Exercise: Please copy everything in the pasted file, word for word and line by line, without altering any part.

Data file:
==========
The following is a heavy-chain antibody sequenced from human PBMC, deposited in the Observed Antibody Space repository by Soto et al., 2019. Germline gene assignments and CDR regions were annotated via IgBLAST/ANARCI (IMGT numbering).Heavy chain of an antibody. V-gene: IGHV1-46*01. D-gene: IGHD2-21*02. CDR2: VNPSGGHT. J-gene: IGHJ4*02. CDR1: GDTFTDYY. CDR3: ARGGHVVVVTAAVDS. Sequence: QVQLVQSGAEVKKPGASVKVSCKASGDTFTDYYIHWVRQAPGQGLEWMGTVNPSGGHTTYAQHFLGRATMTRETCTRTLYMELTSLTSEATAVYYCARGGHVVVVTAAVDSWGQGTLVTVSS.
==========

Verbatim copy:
The following is a heavy-chain antibody sequenced from human PBMC, deposited in the Observed Antibody Space repository by Soto et al., 2019. Germline gene assignments and CDR regions were annotated via IgBLAST/ANARCI (IMGT numbering).Heavy chain of an antibody. V-gene: IGHV1-46*01. D-gene: IGHD2-21*02. CDR2: VNPSGGHT. J-gene: IGHJ4*02. CDR1: GDTFTDYY. CDR3: ARGGHVVVVTAAVDS. Sequence: QVQLVQSGAEVKKPGASVKVSCKASGDTFTDYYIHWVRQAPGQGLEWMGTVNPSGGHTTYAQHFLGRATMTRETCTRTLYMELTSLTSEATAVYYCARGGHVVVVTAAVDSWGQGTLVTVSS.